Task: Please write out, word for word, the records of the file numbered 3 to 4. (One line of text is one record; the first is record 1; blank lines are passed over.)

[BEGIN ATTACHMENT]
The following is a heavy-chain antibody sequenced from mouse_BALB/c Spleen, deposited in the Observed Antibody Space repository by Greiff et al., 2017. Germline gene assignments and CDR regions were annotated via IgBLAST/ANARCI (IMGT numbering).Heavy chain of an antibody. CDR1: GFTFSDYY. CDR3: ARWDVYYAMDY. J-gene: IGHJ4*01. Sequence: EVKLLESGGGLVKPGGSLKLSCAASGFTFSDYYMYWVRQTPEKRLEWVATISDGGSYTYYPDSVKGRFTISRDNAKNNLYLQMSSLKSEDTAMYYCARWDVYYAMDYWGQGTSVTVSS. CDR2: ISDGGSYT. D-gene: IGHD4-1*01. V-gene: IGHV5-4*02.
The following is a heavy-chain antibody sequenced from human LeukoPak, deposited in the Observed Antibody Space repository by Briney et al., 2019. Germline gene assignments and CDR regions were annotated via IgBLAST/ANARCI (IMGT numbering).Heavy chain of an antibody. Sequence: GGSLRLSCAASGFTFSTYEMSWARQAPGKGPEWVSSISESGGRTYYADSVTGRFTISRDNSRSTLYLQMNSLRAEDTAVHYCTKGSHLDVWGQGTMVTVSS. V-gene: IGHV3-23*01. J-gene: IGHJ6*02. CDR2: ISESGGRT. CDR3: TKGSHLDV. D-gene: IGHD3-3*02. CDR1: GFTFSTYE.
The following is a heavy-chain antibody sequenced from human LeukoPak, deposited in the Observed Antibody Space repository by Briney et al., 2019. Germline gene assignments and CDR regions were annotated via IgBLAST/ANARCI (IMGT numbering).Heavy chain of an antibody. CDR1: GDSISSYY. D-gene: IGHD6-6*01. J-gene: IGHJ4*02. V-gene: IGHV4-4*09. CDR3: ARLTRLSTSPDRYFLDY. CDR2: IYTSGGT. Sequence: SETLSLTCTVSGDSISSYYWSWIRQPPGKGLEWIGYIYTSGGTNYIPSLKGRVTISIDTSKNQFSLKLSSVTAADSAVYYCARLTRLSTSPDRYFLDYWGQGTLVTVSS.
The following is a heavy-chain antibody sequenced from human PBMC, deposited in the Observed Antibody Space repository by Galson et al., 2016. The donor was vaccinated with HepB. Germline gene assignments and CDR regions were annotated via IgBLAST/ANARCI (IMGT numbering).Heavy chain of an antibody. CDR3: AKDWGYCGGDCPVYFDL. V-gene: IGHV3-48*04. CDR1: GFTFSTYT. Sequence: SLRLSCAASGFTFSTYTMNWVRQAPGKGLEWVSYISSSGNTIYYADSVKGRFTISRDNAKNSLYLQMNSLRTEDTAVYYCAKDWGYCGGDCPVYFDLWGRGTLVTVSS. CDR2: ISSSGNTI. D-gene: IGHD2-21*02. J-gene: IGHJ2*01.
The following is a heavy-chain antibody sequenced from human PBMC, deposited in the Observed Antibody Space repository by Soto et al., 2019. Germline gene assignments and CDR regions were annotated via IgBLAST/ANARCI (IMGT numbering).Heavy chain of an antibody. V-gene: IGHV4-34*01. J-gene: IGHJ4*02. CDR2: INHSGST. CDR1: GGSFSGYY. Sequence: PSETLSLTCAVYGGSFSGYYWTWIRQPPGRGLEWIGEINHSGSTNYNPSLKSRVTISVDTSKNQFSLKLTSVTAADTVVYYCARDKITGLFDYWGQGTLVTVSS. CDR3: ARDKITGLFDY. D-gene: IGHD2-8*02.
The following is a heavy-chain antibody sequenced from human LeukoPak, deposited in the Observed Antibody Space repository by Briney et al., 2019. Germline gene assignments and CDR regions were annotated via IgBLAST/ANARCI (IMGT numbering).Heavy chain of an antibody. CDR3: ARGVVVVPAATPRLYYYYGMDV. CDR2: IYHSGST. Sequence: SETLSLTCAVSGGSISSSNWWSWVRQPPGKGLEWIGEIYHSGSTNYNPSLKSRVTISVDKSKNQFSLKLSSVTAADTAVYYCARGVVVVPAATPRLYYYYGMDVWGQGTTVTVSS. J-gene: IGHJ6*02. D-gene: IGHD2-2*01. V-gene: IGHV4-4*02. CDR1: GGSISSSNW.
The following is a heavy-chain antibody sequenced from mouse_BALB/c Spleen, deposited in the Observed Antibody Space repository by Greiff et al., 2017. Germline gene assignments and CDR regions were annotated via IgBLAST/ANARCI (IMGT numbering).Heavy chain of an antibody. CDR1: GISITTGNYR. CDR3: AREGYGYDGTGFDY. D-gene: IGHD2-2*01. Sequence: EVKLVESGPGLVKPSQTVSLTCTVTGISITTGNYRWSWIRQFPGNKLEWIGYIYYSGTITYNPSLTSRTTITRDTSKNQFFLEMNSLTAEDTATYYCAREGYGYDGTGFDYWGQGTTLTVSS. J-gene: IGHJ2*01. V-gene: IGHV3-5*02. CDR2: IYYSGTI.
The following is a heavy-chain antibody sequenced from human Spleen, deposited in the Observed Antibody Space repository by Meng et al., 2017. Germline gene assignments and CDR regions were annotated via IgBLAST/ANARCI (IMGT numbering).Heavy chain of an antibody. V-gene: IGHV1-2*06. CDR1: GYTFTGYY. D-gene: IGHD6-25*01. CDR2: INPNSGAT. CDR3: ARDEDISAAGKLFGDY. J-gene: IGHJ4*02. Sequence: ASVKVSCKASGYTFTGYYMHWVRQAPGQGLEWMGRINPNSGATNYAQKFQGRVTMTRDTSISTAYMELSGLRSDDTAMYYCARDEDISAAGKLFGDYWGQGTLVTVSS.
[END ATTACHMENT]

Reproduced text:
The following is a heavy-chain antibody sequenced from human LeukoPak, deposited in the Observed Antibody Space repository by Briney et al., 2019. Germline gene assignments and CDR regions were annotated via IgBLAST/ANARCI (IMGT numbering).Heavy chain of an antibody. CDR1: GDSISSYY. D-gene: IGHD6-6*01. J-gene: IGHJ4*02. V-gene: IGHV4-4*09. CDR3: ARLTRLSTSPDRYFLDY. CDR2: IYTSGGT. Sequence: SETLSLTCTVSGDSISSYYWSWIRQPPGKGLEWIGYIYTSGGTNYIPSLKGRVTISIDTSKNQFSLKLSSVTAADSAVYYCARLTRLSTSPDRYFLDYWGQGTLVTVSS.
The following is a heavy-chain antibody sequenced from human PBMC, deposited in the Observed Antibody Space repository by Galson et al., 2016. The donor was vaccinated with HepB. Germline gene assignments and CDR regions were annotated via IgBLAST/ANARCI (IMGT numbering).Heavy chain of an antibody. CDR3: AKDWGYCGGDCPVYFDL. V-gene: IGHV3-48*04. CDR1: GFTFSTYT. Sequence: SLRLSCAASGFTFSTYTMNWVRQAPGKGLEWVSYISSSGNTIYYADSVKGRFTISRDNAKNSLYLQMNSLRTEDTAVYYCAKDWGYCGGDCPVYFDLWGRGTLVTVSS. CDR2: ISSSGNTI. D-gene: IGHD2-21*02. J-gene: IGHJ2*01.